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Blood circulation in heart flowchart is called breaths of life as it is the essential system in the human body. It is the blood supply of the whole body and is responsible for delivering the blood to every organ.
For the utmost efficiency, the heart has to beat more than 100,000 times per day and pump nearly 600 gallons of blood. Let’s look at the diagram below to have a better understanding of the circulation of this organ!
Overview of Blood Circulation In Heart Flowchart
What Is Blood Circulation?
Blood transmission is a repeated cycle in the internal system that transfers blood and oxygen throughout the whole body. The system consists of the heart valves, the blood pulses, and the lymphatic vessels.
It is structured like a big tree; the biggest root is the heart which includes the heart tissues. The root will transport nutrition to the trunk, the major arteries, and then, the "artery trunk" will split the nutrition onto the blood vessels. The supply of blood is one of the most important processes in the human body as it is the main source that nurtures the brain.
The Function Of Blood Circulation
The biggest mission of pulmonary circulation is to distribute the oxygenated blood to every part of the body. The help of the circulation generates our daily activities that evolve muscles or brains. It produces oxygen and nutrients for the operation of external and internal sections. If we do not eat healthy, we may get coronary artery disease and heart attack.
Besides, it also helps filter and eliminates the toxic waste accumulated in the body. The waste may come from respiration or the food and drink we digest.
What Are The Steps Of The Blood Circulation In Heart Flowchart?
Blood circulation in the heart flowchart is divided into the left and right sides. The right side is the flow of deoxygenated blood. The left side represents the flow of oxygenated blood.
There are 14 steps in a circle of blood for easy illustration:
- Deoxygenated blood starts to run from the body
- It flows into Superior/ Inferior Vena Cava
- The flow of deoxygenated blood reaches the right atrium
- The atrium will push the flow through the Tricuspid valve
- The gore stays in the right ventricle
- The line will continue to pass the systemic veins and flow into pulmonary valve
- The oxygenated blood is pumped into the lungs through the systemic arteries. The marginal arteries will provide the heart muscle with blood.
- The hemoglobin comes into the pulmonary veins
- It reaches the left atrium
- The flow of blood goes through the bicuspid valve
- The valve pull it into the left ventricle
- The bloodline moves to the aortic valve
- After that, it flows through the aorta and coronary arteries
- Finally, the oxygen-rich blood moves back to papillary muscle and the body.
Blood Circulation In Heart FLowchart Explanation
Right Side Of The Heart
Superior Vena Cava & Inferior Vena Cava: Vena Cava are the sole vessels that transport deoxygenated blood to the atrium on the right upper side of the heart.
Superior and inferior are on the opposite side of the heart. The superior takes the hemoglobin from the higher parts of the body: the posterior surface of the arms and the brain, and the inferior takes blood from the lower section.
Right Atrium: The atrium is the upper chamber that receives the upcoming blood from the Cava. The right atrium will take the deoxygenated blood from the upper Cava and pump it through the systemic veins - the tricuspid valve.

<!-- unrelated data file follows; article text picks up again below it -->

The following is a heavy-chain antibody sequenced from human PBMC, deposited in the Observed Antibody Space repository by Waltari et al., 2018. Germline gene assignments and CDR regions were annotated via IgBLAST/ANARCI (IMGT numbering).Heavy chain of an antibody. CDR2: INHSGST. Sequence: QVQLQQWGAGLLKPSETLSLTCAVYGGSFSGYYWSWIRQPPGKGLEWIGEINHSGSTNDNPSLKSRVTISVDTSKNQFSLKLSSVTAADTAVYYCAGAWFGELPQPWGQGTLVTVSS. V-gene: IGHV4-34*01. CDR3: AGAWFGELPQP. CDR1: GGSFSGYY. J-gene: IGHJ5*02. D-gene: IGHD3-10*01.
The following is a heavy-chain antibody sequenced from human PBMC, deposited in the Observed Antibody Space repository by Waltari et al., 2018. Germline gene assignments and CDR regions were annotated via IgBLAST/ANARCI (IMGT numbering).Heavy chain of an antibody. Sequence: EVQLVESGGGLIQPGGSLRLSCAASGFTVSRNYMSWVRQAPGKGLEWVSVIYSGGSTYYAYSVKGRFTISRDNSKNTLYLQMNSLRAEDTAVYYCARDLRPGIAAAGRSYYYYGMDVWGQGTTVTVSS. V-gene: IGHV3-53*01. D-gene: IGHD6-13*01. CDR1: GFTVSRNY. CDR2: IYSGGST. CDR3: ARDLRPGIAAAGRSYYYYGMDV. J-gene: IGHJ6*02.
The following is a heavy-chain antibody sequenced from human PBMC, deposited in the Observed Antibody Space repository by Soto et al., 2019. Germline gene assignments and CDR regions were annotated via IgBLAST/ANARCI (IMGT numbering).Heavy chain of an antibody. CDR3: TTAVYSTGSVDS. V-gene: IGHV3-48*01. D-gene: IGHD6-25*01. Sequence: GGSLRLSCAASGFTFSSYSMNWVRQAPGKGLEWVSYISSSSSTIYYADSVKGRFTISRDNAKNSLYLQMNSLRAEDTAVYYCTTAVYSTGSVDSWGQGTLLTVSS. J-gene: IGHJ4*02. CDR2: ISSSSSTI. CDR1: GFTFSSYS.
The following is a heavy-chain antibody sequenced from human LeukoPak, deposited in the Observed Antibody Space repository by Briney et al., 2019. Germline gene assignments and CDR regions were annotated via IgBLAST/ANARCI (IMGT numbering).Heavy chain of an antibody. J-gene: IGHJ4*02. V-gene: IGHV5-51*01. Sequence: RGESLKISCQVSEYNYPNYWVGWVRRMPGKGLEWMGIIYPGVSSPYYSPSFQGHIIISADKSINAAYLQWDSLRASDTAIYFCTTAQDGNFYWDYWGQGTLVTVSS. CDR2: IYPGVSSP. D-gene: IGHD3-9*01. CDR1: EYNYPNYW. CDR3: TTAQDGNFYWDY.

Tricuspid Valve: The small hole in the valve will help slow down the blood flow.
Right Ventricle: The ventricles are on the heart chambers; it takes up half of the heart space. Once the ventricle contracts, the right atrium will pump the oxygen-poor blood to the ventricle through the tricuspid valve. This will carry blood to the lungs for gas exchange.
Pulmonic Valve: Once the blood gushes, the line will leave the right heart through the pulmonic valve. The pulmonary valve will then deliver enriched blood to the body.
Main Pulmonary Artery: The oxygenated blood will go out of the heart in 2 directions of the systemic arteries - the larger veins of the heart.This blood then enters the capillary vessels and flows into umbilical arteries.
Left Side Of The Heart
Pulmonary Veins: The semilunar valve on the left side will convey the blood directly to the left atrium. In the fetal heart, there will be a small hole between the arteries and aorta called the arteriosus; this hole will deliver the blood from the respiratory system.
Left Atrium: The circumflex artery will push blood into the left atrium, the systemic veins will let the stream come in.
Mitral Valve: This thin barrier helps the blood flow gradually into the ventricle. Without the mitral valve, the heart cannot have enough force to pump the blood.
Left Ventricle: In the diastole, the ventricle contracts will push the oxygenated blood through the valve to reach the left ventricle on the bottom of the heart.will push the oxygenated blood through the valve to reach the left ventricle on the bottom of the heart.
Aortic Valve: After the diastole, the heart will begin the systole. The heart muscle will pump the oxygenated blood up to the aorta through the aortic valve, which is situated between the ventricle and aorta.
Aorta: This is the final step that forces the oxygen-rich blood out of the aorta - the largest artery and coronary arteries. The coronary artery branches, which arise from the aortic sinus, are linked with the circumflex artery. After that the blood is spreaded to the umbilical vein and then to the right organs of the body in the major branch.
Systemic circulation is an important part of our body which will help us keep the healthy weight. If we keep eating fast food or do not drink enough water, we may get coronary artery disease or heart attack. We should exercise regularly to keep the system working well.